What is the difference between the Service for Combating Racism and the Federal Commission against Racism?

The FCR and the SCRA both work in the same area, but each has a different remit.

Federal Commission against Racism

The Federal Commission against Racism (FCR) is an extra-parliamentary commission established by the Federal Council in 1995. As an independent body, its mandate is to advise the Federal Council and other federal departments and offices. It also provides advice and support to cantonal and communal authorities, is responsible for public relations and awareness-raising campaigns, and monitors application of the statutory provision against racism and racial discrimination (Article 261bis of the Criminal Code). People who feel that they, or anyone they know, are experiencing racial discrimination, people witnessing racist incidents, and advice centres and contact points working in the field can report their concerns to the FCR Secretariat.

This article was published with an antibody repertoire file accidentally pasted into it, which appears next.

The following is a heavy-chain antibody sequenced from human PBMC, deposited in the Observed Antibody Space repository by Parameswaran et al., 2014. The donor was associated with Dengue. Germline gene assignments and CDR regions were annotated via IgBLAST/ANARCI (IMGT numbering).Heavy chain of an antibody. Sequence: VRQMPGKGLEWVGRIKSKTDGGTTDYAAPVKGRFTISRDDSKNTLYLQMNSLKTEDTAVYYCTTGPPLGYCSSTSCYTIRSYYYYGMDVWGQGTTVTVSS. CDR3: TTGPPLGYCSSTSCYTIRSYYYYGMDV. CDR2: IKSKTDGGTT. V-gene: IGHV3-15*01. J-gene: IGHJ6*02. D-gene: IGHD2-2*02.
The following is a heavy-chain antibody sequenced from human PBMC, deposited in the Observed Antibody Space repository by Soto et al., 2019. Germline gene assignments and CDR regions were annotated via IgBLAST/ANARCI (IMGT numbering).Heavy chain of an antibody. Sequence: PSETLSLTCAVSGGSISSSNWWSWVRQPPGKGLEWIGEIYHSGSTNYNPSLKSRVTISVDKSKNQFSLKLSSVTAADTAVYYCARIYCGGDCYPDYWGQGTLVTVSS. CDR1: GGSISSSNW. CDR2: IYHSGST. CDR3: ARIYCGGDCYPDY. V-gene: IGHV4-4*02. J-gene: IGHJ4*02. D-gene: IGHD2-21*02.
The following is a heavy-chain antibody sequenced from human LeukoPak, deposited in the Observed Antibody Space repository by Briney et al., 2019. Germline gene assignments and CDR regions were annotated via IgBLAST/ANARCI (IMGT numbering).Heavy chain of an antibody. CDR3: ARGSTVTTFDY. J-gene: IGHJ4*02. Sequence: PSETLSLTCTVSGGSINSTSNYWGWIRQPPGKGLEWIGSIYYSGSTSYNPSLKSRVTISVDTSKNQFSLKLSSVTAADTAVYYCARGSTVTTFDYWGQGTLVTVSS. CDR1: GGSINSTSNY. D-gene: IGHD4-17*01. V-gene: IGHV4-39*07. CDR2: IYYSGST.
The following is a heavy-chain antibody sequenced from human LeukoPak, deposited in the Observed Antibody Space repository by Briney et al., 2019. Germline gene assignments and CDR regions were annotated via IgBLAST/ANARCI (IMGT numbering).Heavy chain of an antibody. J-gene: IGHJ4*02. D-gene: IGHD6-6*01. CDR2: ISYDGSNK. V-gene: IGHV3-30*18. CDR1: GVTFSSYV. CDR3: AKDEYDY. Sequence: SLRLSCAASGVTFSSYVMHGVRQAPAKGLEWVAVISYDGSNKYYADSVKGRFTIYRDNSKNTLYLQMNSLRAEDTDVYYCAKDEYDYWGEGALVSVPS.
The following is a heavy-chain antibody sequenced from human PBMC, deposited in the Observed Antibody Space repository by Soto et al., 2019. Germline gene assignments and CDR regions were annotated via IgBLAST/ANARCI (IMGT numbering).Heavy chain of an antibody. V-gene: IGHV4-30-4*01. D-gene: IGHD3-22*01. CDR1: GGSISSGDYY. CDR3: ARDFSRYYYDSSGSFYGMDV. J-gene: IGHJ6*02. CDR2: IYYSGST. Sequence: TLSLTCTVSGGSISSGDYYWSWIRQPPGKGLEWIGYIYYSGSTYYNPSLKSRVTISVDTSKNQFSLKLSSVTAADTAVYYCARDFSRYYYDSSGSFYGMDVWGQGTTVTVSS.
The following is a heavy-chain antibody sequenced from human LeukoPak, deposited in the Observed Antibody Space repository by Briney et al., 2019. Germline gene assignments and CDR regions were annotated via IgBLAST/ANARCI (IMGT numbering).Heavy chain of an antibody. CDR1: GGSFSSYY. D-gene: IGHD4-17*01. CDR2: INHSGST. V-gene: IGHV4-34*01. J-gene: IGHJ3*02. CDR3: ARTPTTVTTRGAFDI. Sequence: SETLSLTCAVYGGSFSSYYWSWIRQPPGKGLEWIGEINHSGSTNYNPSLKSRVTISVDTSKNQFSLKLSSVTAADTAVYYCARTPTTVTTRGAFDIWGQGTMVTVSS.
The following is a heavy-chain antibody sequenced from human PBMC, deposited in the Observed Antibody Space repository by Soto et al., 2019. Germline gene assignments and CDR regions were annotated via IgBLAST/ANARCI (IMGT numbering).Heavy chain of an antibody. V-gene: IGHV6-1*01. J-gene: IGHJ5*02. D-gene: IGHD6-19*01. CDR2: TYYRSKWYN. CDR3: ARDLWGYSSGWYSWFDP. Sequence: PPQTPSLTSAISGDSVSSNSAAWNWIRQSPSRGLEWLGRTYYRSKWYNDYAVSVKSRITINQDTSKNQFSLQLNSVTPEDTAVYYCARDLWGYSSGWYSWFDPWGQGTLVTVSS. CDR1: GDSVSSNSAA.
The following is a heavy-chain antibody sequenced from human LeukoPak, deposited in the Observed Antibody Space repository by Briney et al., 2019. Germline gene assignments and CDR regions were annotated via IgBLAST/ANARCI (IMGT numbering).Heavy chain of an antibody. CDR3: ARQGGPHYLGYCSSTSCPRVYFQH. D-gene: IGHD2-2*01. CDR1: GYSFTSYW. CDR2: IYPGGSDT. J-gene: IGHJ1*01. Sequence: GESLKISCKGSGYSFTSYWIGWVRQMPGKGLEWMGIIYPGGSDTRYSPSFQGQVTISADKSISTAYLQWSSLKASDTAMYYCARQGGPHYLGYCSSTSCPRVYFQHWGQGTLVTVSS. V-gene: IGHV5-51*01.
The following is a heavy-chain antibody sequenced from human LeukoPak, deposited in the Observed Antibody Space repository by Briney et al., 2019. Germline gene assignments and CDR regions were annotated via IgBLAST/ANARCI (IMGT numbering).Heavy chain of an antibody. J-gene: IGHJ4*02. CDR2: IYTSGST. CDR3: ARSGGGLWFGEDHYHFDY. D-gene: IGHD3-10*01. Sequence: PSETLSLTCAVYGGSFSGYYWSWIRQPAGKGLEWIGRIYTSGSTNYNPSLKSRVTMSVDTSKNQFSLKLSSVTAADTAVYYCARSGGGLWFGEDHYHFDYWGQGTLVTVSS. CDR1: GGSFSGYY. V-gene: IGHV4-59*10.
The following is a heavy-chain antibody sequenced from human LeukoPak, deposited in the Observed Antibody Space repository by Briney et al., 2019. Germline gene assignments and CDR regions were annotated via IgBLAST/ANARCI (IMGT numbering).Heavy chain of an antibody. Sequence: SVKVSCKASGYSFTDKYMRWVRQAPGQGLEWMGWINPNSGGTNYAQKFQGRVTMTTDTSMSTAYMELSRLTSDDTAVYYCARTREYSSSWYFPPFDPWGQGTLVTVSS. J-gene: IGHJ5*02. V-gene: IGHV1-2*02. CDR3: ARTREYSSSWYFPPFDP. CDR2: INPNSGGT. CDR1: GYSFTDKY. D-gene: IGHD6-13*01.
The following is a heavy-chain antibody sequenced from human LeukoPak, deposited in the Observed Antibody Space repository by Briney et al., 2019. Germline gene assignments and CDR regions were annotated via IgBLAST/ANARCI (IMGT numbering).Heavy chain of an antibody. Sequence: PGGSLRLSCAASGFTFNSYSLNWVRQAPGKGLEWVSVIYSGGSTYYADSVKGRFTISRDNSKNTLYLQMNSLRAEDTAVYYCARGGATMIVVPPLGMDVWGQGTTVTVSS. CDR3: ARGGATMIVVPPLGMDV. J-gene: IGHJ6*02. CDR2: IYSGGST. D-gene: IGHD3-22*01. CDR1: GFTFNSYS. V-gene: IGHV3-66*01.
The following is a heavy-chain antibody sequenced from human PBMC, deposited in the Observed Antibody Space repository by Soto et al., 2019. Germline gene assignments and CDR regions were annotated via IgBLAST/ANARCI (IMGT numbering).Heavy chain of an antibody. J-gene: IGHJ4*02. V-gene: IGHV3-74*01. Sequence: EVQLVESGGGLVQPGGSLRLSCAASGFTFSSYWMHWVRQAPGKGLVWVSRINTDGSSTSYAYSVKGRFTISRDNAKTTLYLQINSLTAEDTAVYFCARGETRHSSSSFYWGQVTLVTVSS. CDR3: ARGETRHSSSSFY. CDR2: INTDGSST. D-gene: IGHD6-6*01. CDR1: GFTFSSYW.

Service for Combating Racism

Set up in 2001, the Service for Combating Racism (SCRA) forms part of the General Secretariat of the Federal Department of Home Affairs.


  • launches, promotes and supports preventive measures that touch on all areas of life
  • works to ensure that the discourse on racism and human rights consistently informs every aspect of our lives: education and training, employment, public administration, healthcare, neighbourhood development, sport and youth work
  • offers authorities, civil society organisations and private individuals professional support in implementing measures that protect human rights and combat racism
  • can provide financial support to projects that champion human rights and fight racism
  • produces information at the national and international level about Switzerland’s efforts to combat racism
  • encourages networking between actors (state institutions, aid agencies, non-governmental organisations and victims)
  • helps set up advice centres and contact points for victims of racial discrimination